Our review of Toni Mount’s fascinating look at medicine in the Middle Ages in – Medieval Medicine: Its Mysteries and Science by Toni Mount.
My review of SD Sykes follow up to “Plague Land”, her latest book, “The Butcher Bird”.
The possibility of the everyday use of magic by courtiers is emphasized by the employment of magic advisors and, very frequently, astrologists. The medieval court was a place for the elite, and thus the educated sector of society at this time.
This project documents and analyzes the gendered transformation of magical figures occurring in Arthurian romance in England from the twelfth to the sixteenth centuries.
Here are some spooky medieval books for you to celebrate with over Halloween!
My interview with fiction author, SD Sykes about her fantastic medieval crime novel, Plague Land.
My review of SD Sykes brilliant medieval thriller, Plague Land.
The purpose of my talk today is to explore why and how astrology became an accepted tool for apocalyptic calculation in the later Middle Ages.
The motif of the covenant of blood was quite widespread in West European chronicle literature, and it was not necessarily applied to Oriental peoples, nor particularly to Hungarians.
Starting at least by the late tenth century, Byzantine emperors took icons of the Mother of God with them on campaign. This article examines the appearance of such icons in the narratives of historical texts.
The supernatural has become what Renan said it was: ‘The way in which the ideal makes its appearance in human affairs.’
A diverse yet distinctive group of magical amulets has periodically attracted the attention of scholars from Renaissance times to the present. The amulets take many forms, including engraved gems and cameos, enamel pendants, die-struck bronze tokens, cast or engraved pendants of gold, silver, bronze, and lead, and rings of silver and bronze.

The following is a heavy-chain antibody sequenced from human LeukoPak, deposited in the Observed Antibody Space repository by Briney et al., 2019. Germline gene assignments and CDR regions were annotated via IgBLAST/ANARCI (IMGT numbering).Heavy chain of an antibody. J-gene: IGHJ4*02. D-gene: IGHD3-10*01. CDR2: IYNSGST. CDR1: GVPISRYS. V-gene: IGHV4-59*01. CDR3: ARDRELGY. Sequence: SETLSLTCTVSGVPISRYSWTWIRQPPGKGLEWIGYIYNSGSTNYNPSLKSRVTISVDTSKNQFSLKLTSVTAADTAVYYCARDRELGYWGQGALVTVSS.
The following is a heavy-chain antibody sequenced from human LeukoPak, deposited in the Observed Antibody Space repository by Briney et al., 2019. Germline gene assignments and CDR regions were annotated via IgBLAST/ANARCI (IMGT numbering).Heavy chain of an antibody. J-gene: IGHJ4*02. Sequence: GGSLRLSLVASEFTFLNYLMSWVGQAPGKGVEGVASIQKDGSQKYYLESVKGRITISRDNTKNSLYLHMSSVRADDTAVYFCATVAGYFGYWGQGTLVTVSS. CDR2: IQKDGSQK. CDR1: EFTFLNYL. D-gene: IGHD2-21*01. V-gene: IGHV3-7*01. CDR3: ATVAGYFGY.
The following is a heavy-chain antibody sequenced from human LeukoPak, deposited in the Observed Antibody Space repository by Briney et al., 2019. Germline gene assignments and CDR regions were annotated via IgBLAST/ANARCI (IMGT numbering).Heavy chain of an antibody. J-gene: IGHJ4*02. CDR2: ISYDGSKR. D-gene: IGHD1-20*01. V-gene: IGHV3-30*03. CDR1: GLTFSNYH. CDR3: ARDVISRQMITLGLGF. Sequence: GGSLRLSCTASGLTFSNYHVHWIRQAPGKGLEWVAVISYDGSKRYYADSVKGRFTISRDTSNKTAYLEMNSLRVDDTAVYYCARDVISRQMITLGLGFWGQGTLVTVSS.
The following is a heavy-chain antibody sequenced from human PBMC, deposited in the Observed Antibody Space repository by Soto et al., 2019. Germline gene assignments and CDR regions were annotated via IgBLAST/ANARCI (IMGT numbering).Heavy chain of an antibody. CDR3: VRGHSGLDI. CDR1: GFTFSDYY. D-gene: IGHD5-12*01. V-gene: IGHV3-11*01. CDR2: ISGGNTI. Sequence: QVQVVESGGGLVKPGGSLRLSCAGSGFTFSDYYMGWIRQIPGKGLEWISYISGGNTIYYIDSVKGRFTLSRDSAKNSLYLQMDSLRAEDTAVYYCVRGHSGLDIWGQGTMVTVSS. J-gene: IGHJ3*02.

This thesis focuses on the significance of blood and the perception of the body in both learned and popular culture in order to investigate problems of identity and social exclusion in early modern Europe.
Was this magic healing or protective? Did it aim to safeguard the living or conjure the dead? Who were the recipients of such magical rites — and who was responsible for performing them?
Offers a brief explanation on the foundations of medieval astrology. Astrology reveals itself as a complex body of knowledge, with specific rules and methods. Its principles were based on the natural movement of the celestial bodies: the rising and setting of the Sun, the sequence of the seasons, the phases of the Moon.
Little by little, out of the old conviction —pagan and Christian— of evil interference in atmospheric phenomena evolved the belief that some people may use malign sorcery to set off whirlwinds hail, frosts, floods and other destructive weather events.
Werewolves, Lycanthropes or Man-Wolves appear in many German, French and Scandinavian stories. Nowadays there exists an image of these creatures, which combines almost all the aspects of the werewolf-myths around the world, that was brought to us by Hollywood.
Defining the term ‘faerie’ is not easy; some definitions include only specific, pre-Christian types of mythological creatures while other definitions include all of the spirits, angels and supernatural animals as well as the souls of the dead. I will take a middle road and include the spirits and the souls of the dead, since the dead and the faeries have an intimate connection in the folklore of the British Isles.
‘When a human being dies, both flesh and bones die.’
This was the deviant burial, which had been buried (or reburied) intact along with a further leg and lower arm bone…Without speculating wildly on the implications of the iron studs, it is known that treatment of this sort was accorded to bodies which had died unnaturally or when there was some reason to fear the supernatural’.
Some spooktacular reads to celebrate Medieval Halloween!
People learned how to “tie up a portion of lightning” only recently. We have no information aboutany experiments of medieval scientists with lightnings, and even the fundamental dictionary of thehistory of science by Mayerhöfer is silent about it.
I will examine two forms of transformation, the werewolf transformation and the monstrous human transformation, both of which feature shape shifters who presumably cannot be trusted
At the same time, however, their differing responses to the remedy attest both to the variation of beekeeping practices and the multivalence of Wið Ymbe itself. The fact that two beekeepers interviewed within two days and two hundred miles of each other can respond differently to the charm’s advice on swarms suggests that we reevaluate unilateral assertions regarding what the text might have meant across the hundreds of years that we now know as the Anglo-Saxon period.